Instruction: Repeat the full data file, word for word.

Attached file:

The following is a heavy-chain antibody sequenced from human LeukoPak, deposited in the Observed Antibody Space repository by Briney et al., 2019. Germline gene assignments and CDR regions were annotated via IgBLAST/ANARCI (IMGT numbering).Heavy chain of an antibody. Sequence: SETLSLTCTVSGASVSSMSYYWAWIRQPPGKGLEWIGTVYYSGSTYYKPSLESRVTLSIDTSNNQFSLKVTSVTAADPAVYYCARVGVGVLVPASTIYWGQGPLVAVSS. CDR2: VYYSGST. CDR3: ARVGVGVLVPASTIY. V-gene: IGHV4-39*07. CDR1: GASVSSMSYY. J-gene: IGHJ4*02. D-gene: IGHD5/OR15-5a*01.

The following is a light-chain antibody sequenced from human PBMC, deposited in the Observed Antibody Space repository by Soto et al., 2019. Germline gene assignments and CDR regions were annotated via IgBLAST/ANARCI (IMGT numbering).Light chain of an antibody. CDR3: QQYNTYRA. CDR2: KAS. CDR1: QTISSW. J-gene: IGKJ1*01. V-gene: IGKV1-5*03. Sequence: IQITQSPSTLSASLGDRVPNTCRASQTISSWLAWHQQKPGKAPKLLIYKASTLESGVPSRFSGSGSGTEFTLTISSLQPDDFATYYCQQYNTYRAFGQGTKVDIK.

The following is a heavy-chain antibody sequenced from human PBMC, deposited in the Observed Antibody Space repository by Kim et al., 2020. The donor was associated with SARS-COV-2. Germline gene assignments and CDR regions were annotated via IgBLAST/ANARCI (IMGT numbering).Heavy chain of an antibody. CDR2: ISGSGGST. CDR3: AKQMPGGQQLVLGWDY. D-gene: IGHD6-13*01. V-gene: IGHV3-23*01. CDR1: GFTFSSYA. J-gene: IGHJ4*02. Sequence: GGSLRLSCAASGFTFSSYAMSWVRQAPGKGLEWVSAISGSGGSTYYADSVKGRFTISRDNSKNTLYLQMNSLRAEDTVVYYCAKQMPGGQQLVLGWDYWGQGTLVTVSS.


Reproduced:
The following is a heavy-chain antibody sequenced from human LeukoPak, deposited in the Observed Antibody Space repository by Briney et al., 2019. Germline gene assignments and CDR regions were annotated via IgBLAST/ANARCI (IMGT numbering).Heavy chain of an antibody. Sequence: SETLSLTCTVSGASVSSMSYYWAWIRQPPGKGLEWIGTVYYSGSTYYKPSLESRVTLSIDTSNNQFSLKVTSVTAADPAVYYCARVGVGVLVPASTIYWGQGPLVAVSS. CDR2: VYYSGST. CDR3: ARVGVGVLVPASTIY. V-gene: IGHV4-39*07. CDR1: GASVSSMSYY. J-gene: IGHJ4*02. D-gene: IGHD5/OR15-5a*01.

The following is a light-chain antibody sequenced from human PBMC, deposited in the Observed Antibody Space repository by Soto et al., 2019. Germline gene assignments and CDR regions were annotated via IgBLAST/ANARCI (IMGT numbering).Light chain of an antibody. CDR3: QQYNTYRA. CDR2: KAS. CDR1: QTISSW. J-gene: IGKJ1*01. V-gene: IGKV1-5*03. Sequence: IQITQSPSTLSASLGDRVPNTCRASQTISSWLAWHQQKPGKAPKLLIYKASTLESGVPSRFSGSGSGTEFTLTISSLQPDDFATYYCQQYNTYRAFGQGTKVDIK.

The following is a heavy-chain antibody sequenced from human PBMC, deposited in the Observed Antibody Space repository by Kim et al., 2020. The donor was associated with SARS-COV-2. Germline gene assignments and CDR regions were annotated via IgBLAST/ANARCI (IMGT numbering).Heavy chain of an antibody. CDR2: ISGSGGST. CDR3: AKQMPGGQQLVLGWDY. D-gene: IGHD6-13*01. V-gene: IGHV3-23*01. CDR1: GFTFSSYA. J-gene: IGHJ4*02. Sequence: GGSLRLSCAASGFTFSSYAMSWVRQAPGKGLEWVSAISGSGGSTYYADSVKGRFTISRDNSKNTLYLQMNSLRAEDTVVYYCAKQMPGGQQLVLGWDYWGQGTLVTVSS.